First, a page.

Ever found yourself confused or overwhelmed by a health insurance policy?
You’re not alone. There are currently more than 40,000 policy variations available to the average Australian, a level of complexity which the Australian Competition and Consumer Commission has repeatedly expressed concern over
Compounding the problems facing the industry is rising premiums, which has seen some policyholders reduce or cancel their level of cover for financial purposes. This means both an increase in the number of Australians with inadequate cover or without private health altogether.
Back in June 2016 the Turnbull Government, in an attempt to combat these issues of complexity and consumer confusion, proposed a major revamp of Australia’s private health insurance system. Its plan involved creating three simple categories for health insurance policies: Gold, Silver and Bronze.
The plan didn’t materialise at the time, but the government has now announced their system for categorising health insurance products will be introduced from 1 April 2019. Here’s how it’ll work.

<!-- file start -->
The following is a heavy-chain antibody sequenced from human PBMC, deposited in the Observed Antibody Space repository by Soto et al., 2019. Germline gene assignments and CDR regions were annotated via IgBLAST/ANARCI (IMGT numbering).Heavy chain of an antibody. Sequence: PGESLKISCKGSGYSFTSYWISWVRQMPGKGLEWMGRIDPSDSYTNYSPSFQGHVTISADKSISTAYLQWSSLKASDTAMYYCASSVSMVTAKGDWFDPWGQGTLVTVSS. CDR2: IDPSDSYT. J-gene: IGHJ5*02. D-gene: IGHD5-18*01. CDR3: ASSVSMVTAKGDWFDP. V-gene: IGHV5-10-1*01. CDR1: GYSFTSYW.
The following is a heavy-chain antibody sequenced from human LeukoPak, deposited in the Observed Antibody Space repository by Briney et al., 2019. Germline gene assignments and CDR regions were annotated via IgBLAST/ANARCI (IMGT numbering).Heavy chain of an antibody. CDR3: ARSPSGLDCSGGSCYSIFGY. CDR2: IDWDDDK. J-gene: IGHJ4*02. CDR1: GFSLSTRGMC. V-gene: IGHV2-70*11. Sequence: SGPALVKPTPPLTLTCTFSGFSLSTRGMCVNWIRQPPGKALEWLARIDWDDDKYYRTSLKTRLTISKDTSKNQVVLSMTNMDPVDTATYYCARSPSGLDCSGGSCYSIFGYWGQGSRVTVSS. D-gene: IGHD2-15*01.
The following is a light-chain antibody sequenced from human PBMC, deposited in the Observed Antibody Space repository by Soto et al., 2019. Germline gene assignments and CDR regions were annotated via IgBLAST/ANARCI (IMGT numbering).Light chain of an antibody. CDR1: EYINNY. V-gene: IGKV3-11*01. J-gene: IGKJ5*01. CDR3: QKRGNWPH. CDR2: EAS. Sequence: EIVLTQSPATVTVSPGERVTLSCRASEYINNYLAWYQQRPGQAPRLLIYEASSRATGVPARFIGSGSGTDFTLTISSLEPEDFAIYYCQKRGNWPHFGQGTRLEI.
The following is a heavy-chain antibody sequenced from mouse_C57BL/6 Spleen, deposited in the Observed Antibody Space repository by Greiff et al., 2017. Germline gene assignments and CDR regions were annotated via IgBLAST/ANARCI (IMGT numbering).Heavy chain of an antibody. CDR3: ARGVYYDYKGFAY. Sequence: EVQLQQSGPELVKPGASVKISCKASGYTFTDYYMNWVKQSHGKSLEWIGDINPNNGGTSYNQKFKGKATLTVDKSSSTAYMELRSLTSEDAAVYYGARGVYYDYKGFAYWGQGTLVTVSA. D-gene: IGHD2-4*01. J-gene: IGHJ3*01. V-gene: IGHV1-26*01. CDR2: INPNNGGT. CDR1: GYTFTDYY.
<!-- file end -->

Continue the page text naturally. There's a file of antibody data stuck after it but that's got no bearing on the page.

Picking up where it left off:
What will the new tiered system do?
The main goal of the new system is to make it easier for consumers to decipher the relative value of a health insurance policy. While reports of how the system would work have been reasonably speculatory up until this point, the government release announcing the news confirmed a number of details of the scheme:
- Hospital cover policies will be sorted into Gold, Silver, Bronze and Basic product categories
- Each tier will have a set of minimum standards which a product must meet to be eligible for inclusion in said tier
- Insurers will be able to offer additional levels of cover within the Basic, Bronze, and Silver categories – for example, a product which only qualifies for the Bronze category could still offer aspects of Silver-tier coverage
The government said “the new product tiers will give consumers greater certainty about the services covered by each type of hospital treatment product”, and that “the changes will make it easier to shop around and compare different hospital treatment products to find one that meets individual needs.”
Why are these reforms needed?
Health insurance premiums won’t stop rising – they go up by anywhere between 2% and 5% every year – and these increases in price do not always mean increased coverage or decreased associated fees.